SPOTLIGHT

Larry Brown signals in a play during the Athens 2004 Olympic Games
Associated Press photo/Dusan Vranic

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Before he was a Hall of Fame coach, Larry Brown won Olympic gold as a player

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The only coach to guide teams to NBA and NCAA championships, the point guard helped Team USA win gold at the Tokyo 1964 Olympic Games

By Zach Miles

Larry Brown coached the University of Kansas Jayhawks to the NCAA men’s basketball championship in 1988. A decade and a half later, Brown guided the Detroit Pistons to the 2004 NBA championship, becoming the only coach to ever to lead team to both an NCAA and NBA championship.

Brown is well known for his more than 40 years of college and professional coaching experience, having earned induction to the Naismith Memorial Basketball Hall of Fame for his work on the sidelines.

Lesser known – especially among younger generations – is how Brown forged a successful playing career that included being the starting point guard on the U.S. Olympic team that won the gold medal at the Tokyo 1964 Olympic Games. That team is enshrined in the U.S. Olympic& Paralympic Hall of Fame.

Born and raised in New York City, Brown dreamed of playing in the NBA. But only 5 feet 10 – on a good day – Brown worried that his height would prevent him from advancing to the upper echelons of the sport as a player. Perhaps he would teach American history and coach high school basketball.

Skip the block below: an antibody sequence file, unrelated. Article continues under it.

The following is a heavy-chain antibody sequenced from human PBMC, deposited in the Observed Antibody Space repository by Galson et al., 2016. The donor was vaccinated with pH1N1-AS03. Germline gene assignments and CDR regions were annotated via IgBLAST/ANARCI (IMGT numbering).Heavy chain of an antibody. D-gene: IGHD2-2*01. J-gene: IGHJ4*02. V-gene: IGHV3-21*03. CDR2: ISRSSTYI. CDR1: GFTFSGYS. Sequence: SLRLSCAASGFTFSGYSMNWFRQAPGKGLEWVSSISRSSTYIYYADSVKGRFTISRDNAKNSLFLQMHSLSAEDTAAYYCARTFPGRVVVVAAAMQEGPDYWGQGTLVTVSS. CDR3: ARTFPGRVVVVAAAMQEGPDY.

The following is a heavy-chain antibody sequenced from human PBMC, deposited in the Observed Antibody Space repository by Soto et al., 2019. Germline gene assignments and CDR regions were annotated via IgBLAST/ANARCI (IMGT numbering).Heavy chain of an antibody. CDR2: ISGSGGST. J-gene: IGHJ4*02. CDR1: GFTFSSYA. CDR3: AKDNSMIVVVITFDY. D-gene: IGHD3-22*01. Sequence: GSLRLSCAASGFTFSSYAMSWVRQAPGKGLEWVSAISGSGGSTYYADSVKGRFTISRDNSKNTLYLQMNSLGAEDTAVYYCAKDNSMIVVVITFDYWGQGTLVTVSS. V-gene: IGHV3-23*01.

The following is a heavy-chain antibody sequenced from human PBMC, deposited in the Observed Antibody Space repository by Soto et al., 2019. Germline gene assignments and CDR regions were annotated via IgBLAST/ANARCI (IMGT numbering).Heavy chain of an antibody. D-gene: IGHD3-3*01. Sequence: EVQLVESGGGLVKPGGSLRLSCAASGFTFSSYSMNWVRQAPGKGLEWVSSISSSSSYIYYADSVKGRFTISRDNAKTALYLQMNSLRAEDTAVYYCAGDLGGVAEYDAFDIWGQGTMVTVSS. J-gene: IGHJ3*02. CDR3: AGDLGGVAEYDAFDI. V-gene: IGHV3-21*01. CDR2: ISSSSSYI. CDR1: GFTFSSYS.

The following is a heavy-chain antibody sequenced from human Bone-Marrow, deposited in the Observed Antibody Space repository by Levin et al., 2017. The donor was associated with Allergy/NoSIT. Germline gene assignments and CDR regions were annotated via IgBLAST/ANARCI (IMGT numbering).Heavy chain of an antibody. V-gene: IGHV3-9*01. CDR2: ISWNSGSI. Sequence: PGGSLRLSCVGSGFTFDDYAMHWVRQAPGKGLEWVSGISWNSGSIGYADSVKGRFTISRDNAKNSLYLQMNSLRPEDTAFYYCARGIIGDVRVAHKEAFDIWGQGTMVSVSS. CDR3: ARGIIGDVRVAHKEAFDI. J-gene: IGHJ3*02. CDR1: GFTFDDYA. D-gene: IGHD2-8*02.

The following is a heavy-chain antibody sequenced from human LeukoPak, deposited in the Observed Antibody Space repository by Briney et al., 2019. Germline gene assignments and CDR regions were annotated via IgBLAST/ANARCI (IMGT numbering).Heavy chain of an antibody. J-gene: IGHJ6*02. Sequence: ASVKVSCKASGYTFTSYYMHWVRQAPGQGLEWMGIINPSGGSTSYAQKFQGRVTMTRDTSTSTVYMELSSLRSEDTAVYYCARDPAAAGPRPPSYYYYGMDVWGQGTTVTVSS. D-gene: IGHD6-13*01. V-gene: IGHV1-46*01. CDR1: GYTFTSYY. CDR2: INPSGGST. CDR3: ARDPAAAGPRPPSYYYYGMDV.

Brown played at Long Beach High School, leading the team in scoring his senior year and earning a spot to play under Coach Frank McGuire at the University of North Carolina. Following Brown’s freshman year – when McGuire left to coach the Philadelphia Warriors and Wilt Chamberlain – Dean Smith took over.

“I played for the greatest coaches ever,” Brown said. “I had a great high school coach (Bob Gersten) and then went to North Carolina to play for Frank McGuire and Dean Smith. It doesn’t get much better than that.”

While Brown was certain that his playing career would come to a close upon graduation from North Carolina, he was selected by the Washington Bullets in the seventh round of the 1963 NBA Draft. Although he never suited up for the Bullets, he spent the 1963-64 season with the ABA’s Akron Goodyear Wingfoots. He then was shocked to make the 1964 U.S. Olympic Team.

“I was fortunate enough to be one of the 12 players that was selected to play,” Brown said. “There were so many great players that I was kind of surprised when I read my name that I had made the team. I had no idea I would be able to play on that level.



“I was fortunate enough to be one of the 12 players that was selected to play,” Brown said. “There were so many great players that I was kind of surprised when I read my name that I had made the team. I had no idea I would be able to play on that level.

Two of Brown’s Wingfoots teammates, Richard Davies and Pete McCaffrey, joined him on the team, which was composed of collegiate and ABA players. Brown was one of the oldest players on the team — and the shortest.